# Lightbulb Brightness in a circuit.

1988Greens

## Homework Statement

Rank the lightbulbs in order of brighness.

http://img641.imageshack.us/img641/5871/lightbulb.png [Broken]

## Homework Equations

All lightbulbs are identical.

## The Attempt at a Solution

A is brightest, then B=C, then D=E

A>B=C>D=E

B and C are the same brightness level because they are in parallel, D and E are the least bright because they are in series.

I even downloaded a circuit creator to verify my solution but apprently I am still not correct and I am not sure why. (program from PhET Interactive Simulations Copyright © 2004-2010 University of Colorado)

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## Answers and Replies

Homework Helper
Welcome to PF!

Hi 1988Greens! Welcome to PF! A is brightest, then B=C, then D=E

A>B=C>D=E

B and C are the same brightness level because they are in parallel, D and E are the least bright because they are in series.

Sorry, but that's just waffle. Physics is equations.

So what equation are you using to find the power through each bulb? 1988Greens

Hi 1988Greens! Welcome to PF! Sorry, but that's just waffle. Heh Waffle? I like waffles they are delicious.

Physics is equations.

So what equation are you using to find the power through each bulb? I would use V= IxR They give no numbers for the problem, so I would just have R or 1/R for the resistances in any given bulb?

B and C Resistance = 1/R + 1/R
= 2/R

D and E Resistance = R + R
= 2R

I don't really know I am pretty lost at this point.

Say if they gave you some numbers i.e. If it was a 12V battery with 1 Amp current Volts for bulb A would be V= 1xRx2/R
= 2R/R
= 2 Volts for bulb A? I feel like I am way off.

Homework Helper
You don't need to use any numbers. Can you figure out the current through each bulb? For example, the potential difference across D and E combined is V (since the two bulbs straddle the battery), so the current through each is V/2R. The larger the current through a bulb, the brighter it glows.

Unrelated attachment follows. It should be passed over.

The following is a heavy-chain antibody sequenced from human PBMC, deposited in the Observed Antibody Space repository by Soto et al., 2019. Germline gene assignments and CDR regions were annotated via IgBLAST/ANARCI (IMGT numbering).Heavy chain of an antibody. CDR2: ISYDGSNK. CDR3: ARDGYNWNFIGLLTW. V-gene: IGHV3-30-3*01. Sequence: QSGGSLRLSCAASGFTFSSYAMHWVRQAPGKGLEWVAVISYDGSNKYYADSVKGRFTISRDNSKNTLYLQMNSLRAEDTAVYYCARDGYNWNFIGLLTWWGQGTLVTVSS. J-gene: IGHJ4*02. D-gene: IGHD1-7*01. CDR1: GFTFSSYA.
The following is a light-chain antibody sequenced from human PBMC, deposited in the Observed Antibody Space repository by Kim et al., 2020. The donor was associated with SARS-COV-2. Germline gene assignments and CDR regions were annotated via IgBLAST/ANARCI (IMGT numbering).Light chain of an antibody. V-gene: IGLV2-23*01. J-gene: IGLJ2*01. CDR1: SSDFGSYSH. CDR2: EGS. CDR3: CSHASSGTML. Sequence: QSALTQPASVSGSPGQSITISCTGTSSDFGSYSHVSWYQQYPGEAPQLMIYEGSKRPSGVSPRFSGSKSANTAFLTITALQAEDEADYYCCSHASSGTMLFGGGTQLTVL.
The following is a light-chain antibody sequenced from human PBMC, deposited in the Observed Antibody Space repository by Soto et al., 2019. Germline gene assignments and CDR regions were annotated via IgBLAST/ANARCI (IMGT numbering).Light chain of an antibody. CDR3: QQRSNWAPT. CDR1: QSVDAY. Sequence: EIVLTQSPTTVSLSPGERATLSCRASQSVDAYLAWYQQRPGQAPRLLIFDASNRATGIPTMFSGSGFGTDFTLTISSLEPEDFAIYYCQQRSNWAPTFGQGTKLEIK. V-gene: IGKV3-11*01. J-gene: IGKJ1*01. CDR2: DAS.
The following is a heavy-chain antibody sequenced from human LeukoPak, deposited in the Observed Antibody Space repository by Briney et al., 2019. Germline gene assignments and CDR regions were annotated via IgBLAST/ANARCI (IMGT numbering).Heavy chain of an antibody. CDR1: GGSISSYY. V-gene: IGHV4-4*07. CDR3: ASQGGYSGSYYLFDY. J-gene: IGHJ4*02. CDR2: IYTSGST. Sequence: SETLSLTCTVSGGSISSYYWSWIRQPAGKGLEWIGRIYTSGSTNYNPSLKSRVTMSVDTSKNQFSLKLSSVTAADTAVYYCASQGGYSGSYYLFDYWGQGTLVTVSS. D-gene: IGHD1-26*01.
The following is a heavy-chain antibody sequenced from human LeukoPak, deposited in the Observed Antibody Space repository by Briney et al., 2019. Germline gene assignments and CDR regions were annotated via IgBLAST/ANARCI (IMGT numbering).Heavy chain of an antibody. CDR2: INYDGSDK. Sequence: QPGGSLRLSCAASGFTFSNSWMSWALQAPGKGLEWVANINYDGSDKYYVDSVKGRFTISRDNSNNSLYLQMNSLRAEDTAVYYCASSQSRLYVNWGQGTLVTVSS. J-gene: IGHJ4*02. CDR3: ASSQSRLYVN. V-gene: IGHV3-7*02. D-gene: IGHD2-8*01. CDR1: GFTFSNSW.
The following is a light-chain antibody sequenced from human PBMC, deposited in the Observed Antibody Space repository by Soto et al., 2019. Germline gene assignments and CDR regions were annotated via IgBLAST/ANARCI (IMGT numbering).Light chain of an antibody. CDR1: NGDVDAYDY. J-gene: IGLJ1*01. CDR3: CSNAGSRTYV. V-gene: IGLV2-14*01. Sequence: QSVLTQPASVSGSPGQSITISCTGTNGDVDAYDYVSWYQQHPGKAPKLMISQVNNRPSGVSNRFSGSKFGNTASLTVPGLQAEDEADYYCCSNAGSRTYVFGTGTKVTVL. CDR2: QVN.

1988Greens
Yea, I can't seem to figure out the current for bulbs B and C. I mean I get the voltage for D and E V/2R, add the 2 resistances together so the current for bulb B would be VR? I can't figure out what it would be for A? would it be:

V/((1/R + 1/R) + R)?

I have difficulty understanding this.

Homework Helper
Gold Member
Yea, I can't seem to figure out the current for bulbs B and C. I mean I get the voltage for D and E V/2R, add the 2 resistances together so the current for bulb B would be VR? I can't figure out what it would be for A? would it be:

V/((1/R + 1/R) + R)?

I have difficulty understanding this.

Not quite. Remember resistors is parallel are not Req = 1/R1 + 1/R2.

You need to divide the whole thing by 1:

$$\frac{1}{R_{eq}} = \frac{1}{R_1} + \frac{1}{R_2}$$

which is

$$R_{eq} = \frac{1}{\frac{1}{R_1} + \frac{1}{R_2}}$$

which is

$$R_{eq} = \frac{R_1 R_2}{R_1 + R_2}$$

Try that first for bulbs B and C, then add that to the resistance of bulb A in series to get the overall resistance of the path.

Homework Helper
Heh Waffle? I like waffles they are delicious.

:tongue2: mmm … waffles! :tongue2:​
tiny-tim said:
So what equation are you using to find the power through each bulb? I would use V= IxR

ah, now that's why it's not working out for you.

Do it logically …

the question asked for the power, so you need an equation for power, which V = IR isn't. Moreover, you know that all the bulbs have the same R, but not the same I, so preferably you want an equation involving P V and R but not I.

Which is … ?